He’s a World Series champion, an Olympian, a Yale baseball legend, successful corporate speaker and new author, so there is a lot to talk about as we go Spitballin’ with Ryan Lavarnway.
Thanks for joining us, Mr. Lavarnway! Looking forward to talking about your new children’s’ book, Baseball and Belonging. First let’s go back to your own childhood though. What was baseball like for you as a kid growing up?
I grew up in Southern California and baseball was my life. I ate, drank and slept baseball. We were playing 100 games a year from the time I was ten years old. I was definitely a Dodgers fan. We went to games every once in a while and I liked watching Mike Piazza. The Braves were on TV a lot too, so I liked watching Chipper Jones. Ken Griffey Jr. was huge too. He was one of my favorites.
Ryan Lavarnway #60 of the Boston Red Sox tries his hand as a videographer while greeting fans at the gates before a game against the Tampa Bay Rays on September 26, 2012 at Fenway Park in Boston, Massachusetts. (Photo by Michael Ivins/Boston Red Sox/Getty Images)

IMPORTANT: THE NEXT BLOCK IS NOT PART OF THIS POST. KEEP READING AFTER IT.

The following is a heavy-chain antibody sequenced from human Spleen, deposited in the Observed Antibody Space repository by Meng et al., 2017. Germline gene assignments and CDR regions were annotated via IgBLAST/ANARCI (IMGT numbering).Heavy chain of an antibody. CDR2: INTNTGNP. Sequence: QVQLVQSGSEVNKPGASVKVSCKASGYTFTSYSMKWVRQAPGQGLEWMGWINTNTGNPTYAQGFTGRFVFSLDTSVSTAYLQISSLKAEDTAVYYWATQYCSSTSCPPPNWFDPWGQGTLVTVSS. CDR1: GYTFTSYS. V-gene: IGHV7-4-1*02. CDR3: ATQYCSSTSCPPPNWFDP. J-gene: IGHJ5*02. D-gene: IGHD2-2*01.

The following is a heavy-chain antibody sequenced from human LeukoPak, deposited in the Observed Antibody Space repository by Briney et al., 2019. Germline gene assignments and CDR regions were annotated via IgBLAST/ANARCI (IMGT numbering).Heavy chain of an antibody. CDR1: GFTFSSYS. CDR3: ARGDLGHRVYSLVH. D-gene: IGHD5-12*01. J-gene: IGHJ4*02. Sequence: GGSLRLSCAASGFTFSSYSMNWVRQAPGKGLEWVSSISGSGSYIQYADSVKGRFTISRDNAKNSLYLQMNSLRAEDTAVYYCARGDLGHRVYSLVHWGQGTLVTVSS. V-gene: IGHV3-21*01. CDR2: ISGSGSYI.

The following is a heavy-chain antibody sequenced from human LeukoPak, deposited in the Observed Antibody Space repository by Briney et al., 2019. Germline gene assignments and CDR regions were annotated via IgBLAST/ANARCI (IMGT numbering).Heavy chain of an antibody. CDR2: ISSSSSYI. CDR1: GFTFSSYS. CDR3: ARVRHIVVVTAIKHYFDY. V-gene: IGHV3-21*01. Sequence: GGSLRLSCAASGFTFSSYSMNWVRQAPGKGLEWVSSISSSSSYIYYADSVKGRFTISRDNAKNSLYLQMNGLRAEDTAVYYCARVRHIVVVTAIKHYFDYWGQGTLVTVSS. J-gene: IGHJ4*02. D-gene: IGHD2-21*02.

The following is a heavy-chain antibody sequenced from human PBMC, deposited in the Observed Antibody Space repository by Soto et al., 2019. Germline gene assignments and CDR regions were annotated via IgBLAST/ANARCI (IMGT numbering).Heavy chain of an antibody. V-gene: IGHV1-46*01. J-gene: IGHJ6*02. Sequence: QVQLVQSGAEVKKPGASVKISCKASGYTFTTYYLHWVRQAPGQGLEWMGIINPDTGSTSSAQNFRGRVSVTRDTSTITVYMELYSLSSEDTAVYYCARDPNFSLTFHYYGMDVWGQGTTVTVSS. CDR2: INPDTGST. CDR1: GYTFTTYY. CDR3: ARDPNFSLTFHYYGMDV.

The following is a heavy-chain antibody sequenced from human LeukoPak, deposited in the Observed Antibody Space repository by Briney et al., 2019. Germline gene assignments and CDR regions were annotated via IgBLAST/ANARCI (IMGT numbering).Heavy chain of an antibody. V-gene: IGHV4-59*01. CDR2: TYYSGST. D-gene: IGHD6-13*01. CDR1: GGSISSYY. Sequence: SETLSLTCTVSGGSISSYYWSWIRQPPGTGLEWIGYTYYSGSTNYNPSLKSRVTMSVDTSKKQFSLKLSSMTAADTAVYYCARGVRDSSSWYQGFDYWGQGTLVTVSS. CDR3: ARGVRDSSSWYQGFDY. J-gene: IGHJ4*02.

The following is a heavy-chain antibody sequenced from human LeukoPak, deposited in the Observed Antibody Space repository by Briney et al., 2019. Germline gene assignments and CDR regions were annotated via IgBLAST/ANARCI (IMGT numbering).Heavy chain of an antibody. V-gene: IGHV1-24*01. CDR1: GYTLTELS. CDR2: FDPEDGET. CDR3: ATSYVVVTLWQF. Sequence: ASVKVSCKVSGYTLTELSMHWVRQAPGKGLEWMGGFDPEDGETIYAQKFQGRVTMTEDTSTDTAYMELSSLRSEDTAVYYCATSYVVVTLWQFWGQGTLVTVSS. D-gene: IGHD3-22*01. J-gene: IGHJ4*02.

You had a great scholastic career and then ended up going to Yale, where you can make a case that you were the best offensive player to ever play for them. First, how did you end up at Yale?
Yale recruited me out of the Stanford camp. You needed to have a 2.8 GPA to even show up at that camp. I was recruited there by Yale, Harvard, Dartmouth, Cornell and UC-Davis. Yale was the only school to offer me a visit and when I got to their campus, I fell in love with it. It was a no-brainer for me. It was the best baseball option for me and the best academic option.
How were you able to do that while also working through the academic rigors of being an Ivy League student?
It was a matter of understanding what was important in the moment. When I had papers due or if I had a big test coming up, it was time to focus on school. Our coaches were really good about allowing us times where we had less practice so we could focus on school. I never missed a single class for a game. We scheduled our class schedule accordingly. We only had games on Wednesday evenings and the weekends. When it was baseball time, I did my best to not think about class. That was the time to do my job on the field.
Before you, no position player had ever been drafted and made the majors out of Yale and the last position player to be active in the majors who attended Yale was Dick Tettelbach in 1955. Considering that it doesn’t happen too often, was there a time where you thought that you had a real chance at a professional career?